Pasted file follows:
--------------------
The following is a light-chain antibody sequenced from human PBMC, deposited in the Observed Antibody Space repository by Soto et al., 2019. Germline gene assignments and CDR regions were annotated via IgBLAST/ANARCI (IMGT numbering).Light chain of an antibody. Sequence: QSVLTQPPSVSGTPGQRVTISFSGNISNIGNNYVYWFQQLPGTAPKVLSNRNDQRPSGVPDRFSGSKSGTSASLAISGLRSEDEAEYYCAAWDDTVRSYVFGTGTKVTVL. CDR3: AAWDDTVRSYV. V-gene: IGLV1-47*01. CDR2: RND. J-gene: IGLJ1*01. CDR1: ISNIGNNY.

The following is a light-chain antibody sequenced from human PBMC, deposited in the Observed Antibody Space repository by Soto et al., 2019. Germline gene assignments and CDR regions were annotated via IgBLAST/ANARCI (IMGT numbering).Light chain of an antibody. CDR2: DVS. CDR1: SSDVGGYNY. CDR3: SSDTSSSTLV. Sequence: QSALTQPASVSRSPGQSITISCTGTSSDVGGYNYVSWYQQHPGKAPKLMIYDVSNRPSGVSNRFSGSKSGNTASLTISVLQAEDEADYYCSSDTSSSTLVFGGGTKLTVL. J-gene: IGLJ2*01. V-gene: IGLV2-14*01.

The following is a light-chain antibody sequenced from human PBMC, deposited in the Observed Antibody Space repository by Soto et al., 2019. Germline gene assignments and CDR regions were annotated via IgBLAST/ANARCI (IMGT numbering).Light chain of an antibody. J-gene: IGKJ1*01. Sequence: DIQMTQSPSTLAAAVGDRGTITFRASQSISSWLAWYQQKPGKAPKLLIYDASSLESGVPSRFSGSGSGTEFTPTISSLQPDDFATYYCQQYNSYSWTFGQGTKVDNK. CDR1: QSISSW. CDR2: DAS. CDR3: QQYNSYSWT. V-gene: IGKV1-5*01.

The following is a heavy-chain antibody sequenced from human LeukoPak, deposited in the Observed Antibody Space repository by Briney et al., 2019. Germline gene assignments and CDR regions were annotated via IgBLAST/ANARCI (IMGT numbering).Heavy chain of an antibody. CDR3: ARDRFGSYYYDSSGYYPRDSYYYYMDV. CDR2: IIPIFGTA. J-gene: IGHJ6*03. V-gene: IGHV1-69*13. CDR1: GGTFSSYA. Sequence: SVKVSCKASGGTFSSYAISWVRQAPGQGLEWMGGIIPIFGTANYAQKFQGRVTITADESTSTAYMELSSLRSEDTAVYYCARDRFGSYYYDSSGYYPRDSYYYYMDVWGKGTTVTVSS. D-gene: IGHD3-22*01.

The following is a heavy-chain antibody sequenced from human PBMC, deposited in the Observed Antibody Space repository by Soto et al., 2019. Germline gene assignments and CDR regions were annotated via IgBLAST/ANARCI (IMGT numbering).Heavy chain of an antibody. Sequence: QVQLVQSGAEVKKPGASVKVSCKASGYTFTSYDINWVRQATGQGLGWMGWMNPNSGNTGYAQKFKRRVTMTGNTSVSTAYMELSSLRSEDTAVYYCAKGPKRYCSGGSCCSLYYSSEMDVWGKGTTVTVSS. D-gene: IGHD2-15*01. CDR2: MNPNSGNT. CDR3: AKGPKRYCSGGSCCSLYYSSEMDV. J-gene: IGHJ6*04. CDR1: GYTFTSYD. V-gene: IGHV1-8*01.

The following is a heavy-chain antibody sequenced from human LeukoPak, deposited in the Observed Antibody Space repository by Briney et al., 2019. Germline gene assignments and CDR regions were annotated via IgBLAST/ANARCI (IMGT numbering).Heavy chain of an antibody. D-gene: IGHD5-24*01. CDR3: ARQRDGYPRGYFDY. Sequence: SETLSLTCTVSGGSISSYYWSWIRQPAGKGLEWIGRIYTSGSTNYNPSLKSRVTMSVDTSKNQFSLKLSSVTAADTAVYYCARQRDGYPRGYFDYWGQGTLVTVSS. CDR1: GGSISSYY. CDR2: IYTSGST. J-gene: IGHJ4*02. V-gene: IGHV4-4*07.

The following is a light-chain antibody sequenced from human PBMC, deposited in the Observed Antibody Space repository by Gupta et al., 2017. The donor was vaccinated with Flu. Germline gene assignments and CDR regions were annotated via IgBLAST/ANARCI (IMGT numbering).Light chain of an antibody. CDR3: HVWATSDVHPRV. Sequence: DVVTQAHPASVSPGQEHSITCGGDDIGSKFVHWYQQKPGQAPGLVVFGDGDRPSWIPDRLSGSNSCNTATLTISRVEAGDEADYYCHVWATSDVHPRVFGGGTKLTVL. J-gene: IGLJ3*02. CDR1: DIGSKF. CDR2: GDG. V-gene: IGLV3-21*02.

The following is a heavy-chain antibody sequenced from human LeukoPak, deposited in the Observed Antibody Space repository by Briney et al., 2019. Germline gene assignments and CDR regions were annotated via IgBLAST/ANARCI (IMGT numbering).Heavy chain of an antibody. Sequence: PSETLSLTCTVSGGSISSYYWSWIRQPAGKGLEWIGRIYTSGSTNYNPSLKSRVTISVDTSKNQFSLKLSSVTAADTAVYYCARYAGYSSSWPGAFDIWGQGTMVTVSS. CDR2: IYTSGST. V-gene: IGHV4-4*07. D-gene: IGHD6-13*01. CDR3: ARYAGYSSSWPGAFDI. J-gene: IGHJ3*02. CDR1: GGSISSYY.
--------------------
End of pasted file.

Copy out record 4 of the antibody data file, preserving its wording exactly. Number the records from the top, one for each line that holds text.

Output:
The following is a heavy-chain antibody sequenced from human LeukoPak, deposited in the Observed Antibody Space repository by Briney et al., 2019. Germline gene assignments and CDR regions were annotated via IgBLAST/ANARCI (IMGT numbering).Heavy chain of an antibody. CDR3: ARDRFGSYYYDSSGYYPRDSYYYYMDV. CDR2: IIPIFGTA. J-gene: IGHJ6*03. V-gene: IGHV1-69*13. CDR1: GGTFSSYA. Sequence: SVKVSCKASGGTFSSYAISWVRQAPGQGLEWMGGIIPIFGTANYAQKFQGRVTITADESTSTAYMELSSLRSEDTAVYYCARDRFGSYYYDSSGYYPRDSYYYYMDVWGKGTTVTVSS. D-gene: IGHD3-22*01.